to aquaplane a bike tyre at 100psi, what with it being very narrow and relatively rigid, you would be topping 100mph iirc.
 

Randochap

Senior hunter
As noted, it's near impossible to hydroplane on a bicycle -- unless one can generate speeds around 200 km/h.

Yes, the road is the "tread" as rubber deforms around not-so-microscopic irregularities in tarmac. Tread is only useful on soft surfaces, otherwise it actually squirms around on hard surfaces, giving less traction.

Overinflated tyres will also give less traction on paved roads, so make sure you are inflating for surface/weight, rather than assumption that the higher the inflation the faster the bike.
 

g00se

Veteran
Location
Norwich
I think it's more the case that treaded tyres on hybrid-style tyres is more to grip on surfaces with 'give' - country tracks, sandy unsurfaced roads etc.
 

Fab Foodie

hanging-on in quiet desperation ...
Tyres also vary in the 'softness' or 'grippiness' of rubber compound. Softer rubber like Pro Race 3s are hugely grippy in the wet and dry, but wear quickly. Others grip well in the dry but are hopeless in the wet. So they all differ.
Otherwise I agree that tread has no value on the road.
 
And you'll get used to them quick enough. I moved from a Halford's gas pipe special with 8 foot wide knobblies (ok, that might contain the merest hint of exageration) to slick 32s when I bought my new bike. Felt completely bizarre and mildly terrfying for the first few miles (possibly because I bought the bike in December so the first few miles were a defiant "I WILL ride this bike if it kills me" slide round the block in the snow, of course) but after a couple of days of normal pootling about, once the ice and snow had gone, they were fine. And when I used my dearly_beloved's bike recently it felt utterly bizzare to ride on squidgy squirmy knobblies again.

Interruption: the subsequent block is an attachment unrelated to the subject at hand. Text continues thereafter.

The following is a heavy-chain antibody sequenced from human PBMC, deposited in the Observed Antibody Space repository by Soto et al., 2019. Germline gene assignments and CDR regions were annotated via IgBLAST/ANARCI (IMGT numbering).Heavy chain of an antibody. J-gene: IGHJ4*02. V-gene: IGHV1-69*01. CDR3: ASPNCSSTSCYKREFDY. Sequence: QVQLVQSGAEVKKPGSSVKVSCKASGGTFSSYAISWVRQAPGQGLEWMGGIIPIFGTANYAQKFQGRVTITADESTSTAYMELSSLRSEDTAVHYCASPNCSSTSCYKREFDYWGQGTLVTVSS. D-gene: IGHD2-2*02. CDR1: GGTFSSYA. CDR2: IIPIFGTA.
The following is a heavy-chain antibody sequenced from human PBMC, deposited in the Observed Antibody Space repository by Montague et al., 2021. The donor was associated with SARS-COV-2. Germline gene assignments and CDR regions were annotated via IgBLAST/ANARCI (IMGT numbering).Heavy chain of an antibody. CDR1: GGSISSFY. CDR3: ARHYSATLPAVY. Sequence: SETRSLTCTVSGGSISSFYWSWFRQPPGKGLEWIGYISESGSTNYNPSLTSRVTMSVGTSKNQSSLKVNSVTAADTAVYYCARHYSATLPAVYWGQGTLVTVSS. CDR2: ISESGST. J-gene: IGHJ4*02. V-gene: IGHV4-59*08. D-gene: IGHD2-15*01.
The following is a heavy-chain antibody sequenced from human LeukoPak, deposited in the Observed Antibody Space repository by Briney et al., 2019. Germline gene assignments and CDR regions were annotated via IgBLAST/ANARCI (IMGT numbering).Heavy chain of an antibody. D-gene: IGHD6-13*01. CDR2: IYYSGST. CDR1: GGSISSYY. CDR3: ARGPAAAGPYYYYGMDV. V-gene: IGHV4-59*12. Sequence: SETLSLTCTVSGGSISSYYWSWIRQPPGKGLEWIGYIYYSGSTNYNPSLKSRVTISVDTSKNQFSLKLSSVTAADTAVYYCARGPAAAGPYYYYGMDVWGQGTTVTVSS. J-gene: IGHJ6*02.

[QUOTE 1128391"]
And you'll get used to them quick enough. I moved from a Halford's gas pipe special with 8 foot wide knobblies (ok, that might contain the merest hint of exageration) to slick 32s when I bought my new bike. Felt completely bizarre and mildly terrfying for the first few miles (possibly because I bought the bike in December so the first few miles were a defiant "I WILL ride this bike if it kills me" slide round the block in the snow, of course) but after a couple of days of normal pootling about, once the ice and snow had gone, they were fine. And when I used my dearly_beloved's bike recently it felt utterly bizzare to ride on squidgy squirmy knobblies again.
[/quote]

+1, When I bought my first bike after a long break I couldn't picture how folk would handle 23mm, they looked unnaturally narrow; I think I bought a bike with 700x35c they were changed to 32mm to get better clearance from the guards, my next bike had 28mm and then 25mm and my current road bikes have 23mm, which no longer seems unnaturally narrow. The 23's have been incredibly grippy and I've had no problem (touch wood) in the wet (rain or sleet).
 

Banjo

Fuelled with Jelly Babies
Location
South Wales
When I started riding the road bike last year I couldnt trust the 23 c slick tyres and took it very easy around bends wet or dry. Now after a couple of thousand miles I feel safer on the road bike than the hybrid with wider treaded tyres.